Whilst the tulip is synonymous with Holland, it appears that wild tulips were first cultivated in Persia in about the 10th century AD , having been brought to the country from Syria. Tulips in Persia were considered heaven on earth and were accorded an almost divine status.
The first tulips weren’t grown in Holland (Leiden to be precise) until the 16th Century, and they were so unusual and sought after that they were literally worth their weight in gold- and were used as currency. And so it has remained today.
The commercial flowers we know today are all hybrid cultivars, sold under license, and the licenses to grow zealously upheld. Like Lilies, tulip bulbs are sold directly to growers for single use. Growers are not permitted to breed from the bulbs as the IP (plant breeding rights) belongs to the breeder in Holland. A commercial cut flower grower may only grow a variety for one year and must renew bulbs every year. It takes specialist breeders between 10-15 years to grow a new variety- and there are some magnificent varieties now available such as the variegated, frilled and parrot tulips. Parrot tulips are said to be ‘characterized by petals that are curled and twisted’ and are beautiful blooms.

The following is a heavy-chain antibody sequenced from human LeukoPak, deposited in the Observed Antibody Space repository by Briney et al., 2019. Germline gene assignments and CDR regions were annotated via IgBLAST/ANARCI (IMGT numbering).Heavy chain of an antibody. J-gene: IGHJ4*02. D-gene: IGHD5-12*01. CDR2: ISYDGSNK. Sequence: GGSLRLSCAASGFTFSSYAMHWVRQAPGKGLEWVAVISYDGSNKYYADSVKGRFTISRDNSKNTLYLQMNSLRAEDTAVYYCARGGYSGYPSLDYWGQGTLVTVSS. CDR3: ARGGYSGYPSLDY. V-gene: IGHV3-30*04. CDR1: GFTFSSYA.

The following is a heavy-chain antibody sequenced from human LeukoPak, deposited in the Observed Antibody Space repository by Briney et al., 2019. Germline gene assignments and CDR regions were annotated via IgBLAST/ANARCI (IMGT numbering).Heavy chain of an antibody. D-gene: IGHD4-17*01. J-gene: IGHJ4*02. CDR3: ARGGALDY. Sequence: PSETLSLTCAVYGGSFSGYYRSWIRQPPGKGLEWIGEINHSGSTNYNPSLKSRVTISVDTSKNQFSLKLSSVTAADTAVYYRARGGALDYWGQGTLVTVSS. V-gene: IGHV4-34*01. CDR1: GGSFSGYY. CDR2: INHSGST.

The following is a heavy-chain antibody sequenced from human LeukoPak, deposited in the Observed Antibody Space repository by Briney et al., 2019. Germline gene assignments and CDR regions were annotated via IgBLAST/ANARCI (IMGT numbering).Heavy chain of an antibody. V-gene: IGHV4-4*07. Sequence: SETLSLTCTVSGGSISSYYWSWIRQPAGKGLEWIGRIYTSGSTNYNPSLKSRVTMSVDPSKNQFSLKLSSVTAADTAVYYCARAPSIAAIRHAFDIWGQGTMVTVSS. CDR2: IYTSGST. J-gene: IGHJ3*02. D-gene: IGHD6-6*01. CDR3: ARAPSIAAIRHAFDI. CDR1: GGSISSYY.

There is a tendency for Tulips, unbeknown to many customers who buy them when they are upright, to naturally droop, so they look good presented from on high.
Below: The gorgeous Angelique – a double pink parrot tulip grown by our Grower of the Month ‘Broersen Bulbs’